Heaven forbid that adults take feedback from students! Think about it for a moment. Let it sink in and process the idea of having followers, in this case, students, rates those who lead them. I feel that this not only provides accountability on both parties involved, but also shows that adults are willing to trust the students for feedback to make the learning environment conducive for success to be attained. I would hope that the results of the assessment lead to changes that are visible so everyone can move forward knowing that students do have a voice. It is easy to get caught in research, but adults can be blinded to what is in front of them: the students they teach and lead. Whether it is in the classroom or an afterschool program, students should have the opportunity to have their voices heard. We must let followers (especially students) know that anything can be accomplished when teamwork is present. Talk about empowering vulnerable youth!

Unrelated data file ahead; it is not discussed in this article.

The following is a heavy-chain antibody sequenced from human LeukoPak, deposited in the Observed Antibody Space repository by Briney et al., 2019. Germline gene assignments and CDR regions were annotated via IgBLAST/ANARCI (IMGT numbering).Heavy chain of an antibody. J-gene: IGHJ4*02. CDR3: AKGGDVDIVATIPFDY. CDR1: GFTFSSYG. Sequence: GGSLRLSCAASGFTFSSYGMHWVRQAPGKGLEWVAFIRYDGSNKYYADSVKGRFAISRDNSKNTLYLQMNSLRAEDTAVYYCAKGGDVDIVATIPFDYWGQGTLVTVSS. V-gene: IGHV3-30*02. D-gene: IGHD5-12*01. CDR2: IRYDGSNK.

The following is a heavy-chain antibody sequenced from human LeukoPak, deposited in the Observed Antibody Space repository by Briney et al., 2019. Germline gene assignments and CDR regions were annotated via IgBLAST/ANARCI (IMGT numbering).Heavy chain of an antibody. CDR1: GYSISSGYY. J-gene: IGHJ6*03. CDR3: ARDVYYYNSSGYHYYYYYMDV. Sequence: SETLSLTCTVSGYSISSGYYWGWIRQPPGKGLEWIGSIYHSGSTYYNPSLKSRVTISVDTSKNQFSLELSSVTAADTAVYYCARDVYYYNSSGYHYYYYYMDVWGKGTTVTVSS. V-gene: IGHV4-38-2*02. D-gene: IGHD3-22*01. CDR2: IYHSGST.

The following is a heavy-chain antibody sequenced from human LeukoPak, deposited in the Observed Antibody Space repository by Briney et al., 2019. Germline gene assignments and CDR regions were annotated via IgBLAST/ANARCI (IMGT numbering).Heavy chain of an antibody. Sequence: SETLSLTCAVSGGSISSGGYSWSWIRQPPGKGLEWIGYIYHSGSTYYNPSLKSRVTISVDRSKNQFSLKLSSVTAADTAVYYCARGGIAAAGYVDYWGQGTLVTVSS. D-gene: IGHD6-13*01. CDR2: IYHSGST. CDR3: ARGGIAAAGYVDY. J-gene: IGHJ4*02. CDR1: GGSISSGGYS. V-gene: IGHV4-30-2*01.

While there is much research on leadership and personality, most of the research is self-assessed. For many studies, extraversion was a predictor of leadership. That was not the case for the study I conducted in 2013. Follower perceptions of leaders needs more attention. My research proved that not be the norm. Followers seek emotionally stable leaders which fall under neuroticism under the Big Five Personality Traits. According to Daft [1], neuroticism is the degree to which a person is calm, well-adjusted, and secure. When leaders truly seek to grow and be transformational, leaders are easily able to accept constructive criticism to make the collaboration with followers more effective and efficient. More studies having followers rate leaders may show there to be a paradigm shift that is desperately needed. Just like the old theory that leaders are born and not made, we can say times have changed. Leadership can be taught.